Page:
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Miguel Tinker Salas say the new U.S. agenda is an old one, a free trade agreement; this time it’s the Trans-Pacific Partnership, many call NAFTA on steroids

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PAUL JAY, SENIOR EDITOR, TRNN: Welcome to the Real News Network. I’m Paul Jay. On Friday the Summit of the Americas begins in Panama. The presidents are all gathering. Now joining us to talk about what to expect is Miguel Tinker Salas. He’s a professor of Latin American history in Claremont, California, at Pomona College. Author of The Enduring Legacy: Oil, Culture, and Society in Venezuela. And his new book just out is Venezuela: What Everyone Needs to Know. Thanks for joining us. MIGUEL TINKER SALAS, AUTHOR, VENEZUELA: WHAT EVERYONE NEEDS TO KNOW: Thank you. JAY: So what are, you think, the big beats here? We’ve already talked about the U.S.-Venezuela issue. What else is going to be a big deal at the Summit? SALAS: Well, I think Cuba. I think Cuba still is an unclear issue. It’s an unresolved issue. The U.S. wants to, quote-unquote, normalize relations while maintaining 50-year-old sanctions. And while having Cuba on the terror list in the U.S., a list which the U.S. itself created. I think the other overarching issue is whether the Summit really has a new beginning, or simply continues in the past tradition. The Summit began as an effort on the part of the U.S.– the first one was in 1994 in Miami, overseen by Bill Clinton — of using the Summit as a way of promoting Free Trade for the Americas. This is coming out of NAFTA, the North American Free Trade Agreement, and trying then to impose the notion of a Free Trade of the Americas for the entire region. And the actual Summits themselves, the evolution of Summits in 1998 in Chile, and then in 2000 in Canada, demonstrate the changes occurring in Latin America. By 2001, Hugo Chávez, President of Venezuela was at the Summit, and along with four or five other countries began to criticize the asymmetrical power relations between the U.S. and Latin America. Began to criticize uneven trade relations. By 2005, when the Summit is in Mar del Plata in Argentina, there was a consensus by Latin American countries to derail the Free Trade of the Americas, and Bush and Fox left — the President of Mexico — left the Summit in retreat, because there were now popular social movements and elected officials organized against the notion of Free Trade of the Americas that imposed a U.S.-Washington consensus on the region. So the Summit has evolved. In 2012 the issue became the drug war and Cuba, and many leaders said they would not attend the summit again. So in this Summit, there’s either a chance to re-found the Summits, or in fact it may fall into disrepair and be its end, if the issues of Cuba, the issues of Venezuela, the issues of drug war are not resolved. JAY: And how much does the Summit and this level of politics really matter to commerce? SALAS: Well, I think the Summits at one level are symbolic. In fact, they are these groupings of individuals, of leaders, but there’s now parallel People’s Summits as well that are taking place. So there’s week-long activities. In terms of commerce, there’s also a Business Summit that takes place on the site of the Summit of the Americas as well. So it’s very important in terms of what the U.S. would like to propose for the region. After all, it’s confronting China as a major competitor in the region. So the Summits became a way for U.S. interests, but now also for Cuban interests, for Venezuelan interests, to promote their own economies as well. So there is a commercial aspect to the Summits that is very important. And then the overarching aspect was again, as I mentioned, that the Summits themselves would be helping to promote the FTA, Free trade for the Americas. JAY: The change in U.S. policy, you have to give President Obama some credit. I know he was pushed by agribusiness, but agribusiness had previously been pushing both Obama and before him President Bush, and that partly, I guess, or mostly to do with American domestic politics and the issue of Florida. Could not get that policy changed. That being said, I still — and we talked about this a little bit in our previous interview — I, there’s so much at stake in terms of the size of the Latin American market that it’s a little weird that the Americans don’t pay more attention to foreign policy and the competition with China. And it’s such — it’s like one of the most lucrative massive markets on the planet. SALAS: Well it’s a resource-rich area. We know it has energy, it has agricultural products, it has hydraulic, water. But I would argue the U.S. is paying attention. Because behind the notion of the Trans-Pacific Partnership is an effort on the part of the U.S. to connect the countries that are part of the Pacific Alliance — Mexico, Colombia, Peru, Chile, to the Trans-Pacific Alliance, and to provide that as an alternative to the Mercosur, the common market of South America. To provide that as an alternative to UNASUR, the Union of South American Nations. So I think that the U.S. has another strategy, and that strategy is to recoup markets by promoting the Trans-Pacific Partnership which Obama is trying to get fast-tracked through Congress right now without a debate, without a discussion. The most secretive negotiations for a free trade agreement that we’ve seen, for what most economists have called NAFTA on steroids. So I think that’s their principal strategy, and they were expecting countries like Mexico and Colombia to come to their aid around the question of Venezuela, but I guess again we see that they miscalculated. Misjudged. That although there’s an economic interest in the TPP, they are not willing to break from the solidarity that has been established in Latin America around the question of sovereignty and national determination. JAY: And how much does that level of political difference affect the American economic agenda? SALAS: Well, I think it hasn’t affected it to the extent that we now see a Pacific alliance trying to openly compete with Mercosur, and drawing the attention of countries like Uruguay and Paraguay who feel that in the context of Mercosur, the common market of South America, they have — they’re small players, and they need to leverage their position vis-a-vis Brazil, vis-a-vis Argentina, or the larger countries of Mercosur, the common market of South America. So I think that there’s some room to play. And I don’t discard the fact that the U.S. has been in negotiations with those countries, has been in open conversations. Biden has been traveling throughout the Caribbean and trying to counterpoise the U.S. initiative in the Caribbean, and now to Petrocaribe, which is Venezuela’s initiative in the Caribbean. So we do see, on various diplomatic fronts, on various military fronts, the U.S. attempting to recoup space that they have lost to China or to Venezuela in the region. JAY: And how much is Venezuela’s economic woe affecting these regional alliances? A lot of it was fueled by Venezuelan petrodollars. SALAS: Well, they were fueled by commodity exports. Brazil was effervescent. Its economy was growing. Today it’s contracting. The economic commission for Latin America, Cepal, the UN commission, has announced that they expect Latin American growth, which they projected at 2.2-2.5% to actually drop to 1% this year. So growth will be feeble. Growth in Venezuela is negative growth. The price of oil has declined, which means that some of the initiatives that they had in terms of regional integration, Bank of the South as an alternative to the IMF or the World Bank, or even Petrocaribe, will suffer as a result of the economic setbacks. It’s inevitable. JAY: So that does open up some space for the United States. SALAS: Undoubtedly it opens up space for the U.S., which I think that they are aggressively trying to cater to right now. JAY: All right, thanks for joining us, Miguel. SALAS: Thank you. JAY: And thank you for joining us on the Real News Network.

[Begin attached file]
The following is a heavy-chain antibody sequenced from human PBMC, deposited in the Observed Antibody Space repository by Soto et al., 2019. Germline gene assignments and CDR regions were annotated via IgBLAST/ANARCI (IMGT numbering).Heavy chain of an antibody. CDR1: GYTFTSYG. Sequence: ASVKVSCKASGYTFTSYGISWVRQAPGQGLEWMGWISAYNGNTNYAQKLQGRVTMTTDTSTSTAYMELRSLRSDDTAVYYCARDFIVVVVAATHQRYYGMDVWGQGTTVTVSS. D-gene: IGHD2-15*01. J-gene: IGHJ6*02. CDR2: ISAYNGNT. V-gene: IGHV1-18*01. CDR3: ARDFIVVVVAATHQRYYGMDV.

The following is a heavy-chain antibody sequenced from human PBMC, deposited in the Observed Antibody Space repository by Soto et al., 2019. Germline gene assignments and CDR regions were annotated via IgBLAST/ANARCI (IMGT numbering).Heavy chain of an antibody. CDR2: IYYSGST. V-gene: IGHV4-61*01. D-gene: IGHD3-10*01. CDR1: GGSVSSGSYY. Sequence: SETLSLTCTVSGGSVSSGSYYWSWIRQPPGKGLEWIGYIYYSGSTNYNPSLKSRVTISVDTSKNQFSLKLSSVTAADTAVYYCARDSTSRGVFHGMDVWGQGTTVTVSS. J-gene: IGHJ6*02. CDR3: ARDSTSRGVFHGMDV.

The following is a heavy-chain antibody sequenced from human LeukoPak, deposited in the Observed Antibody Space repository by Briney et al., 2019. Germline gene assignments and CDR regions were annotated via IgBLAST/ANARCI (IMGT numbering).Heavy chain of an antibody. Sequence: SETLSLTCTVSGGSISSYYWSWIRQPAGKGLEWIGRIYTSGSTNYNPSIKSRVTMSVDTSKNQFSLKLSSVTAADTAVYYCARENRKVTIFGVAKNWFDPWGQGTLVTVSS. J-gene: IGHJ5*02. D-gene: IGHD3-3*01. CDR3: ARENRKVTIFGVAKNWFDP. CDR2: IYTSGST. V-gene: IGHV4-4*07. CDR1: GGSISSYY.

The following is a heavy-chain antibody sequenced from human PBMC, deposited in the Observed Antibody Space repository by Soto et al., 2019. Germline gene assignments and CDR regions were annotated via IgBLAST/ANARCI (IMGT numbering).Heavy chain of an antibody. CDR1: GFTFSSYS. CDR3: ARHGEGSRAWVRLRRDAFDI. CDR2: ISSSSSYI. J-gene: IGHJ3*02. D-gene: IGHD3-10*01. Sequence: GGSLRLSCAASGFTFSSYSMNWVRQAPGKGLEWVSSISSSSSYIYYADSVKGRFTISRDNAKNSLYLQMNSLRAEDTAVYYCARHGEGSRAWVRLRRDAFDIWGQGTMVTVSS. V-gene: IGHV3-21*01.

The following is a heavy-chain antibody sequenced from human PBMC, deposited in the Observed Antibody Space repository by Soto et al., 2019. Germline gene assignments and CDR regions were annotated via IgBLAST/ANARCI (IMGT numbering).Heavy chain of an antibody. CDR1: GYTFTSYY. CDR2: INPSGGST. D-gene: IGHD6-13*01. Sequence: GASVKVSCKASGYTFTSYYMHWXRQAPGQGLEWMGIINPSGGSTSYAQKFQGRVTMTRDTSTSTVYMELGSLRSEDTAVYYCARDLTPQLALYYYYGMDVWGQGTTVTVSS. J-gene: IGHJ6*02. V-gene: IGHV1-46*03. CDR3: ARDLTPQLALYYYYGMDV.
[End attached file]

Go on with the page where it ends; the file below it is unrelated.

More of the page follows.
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Miguel Tinker Salas is a professor of History and Latin American studies at Pomona College in Claremont, California. He is co-author of Venezuela: Hugo Chavez and the Decline of an Exceptional Democracy and author of Under the Shadow of the Eagles and The Enduring Legacy: Oil, Culture, and Society in Venezuela. His latest book is Venezuela: What Everyone Needs to Know.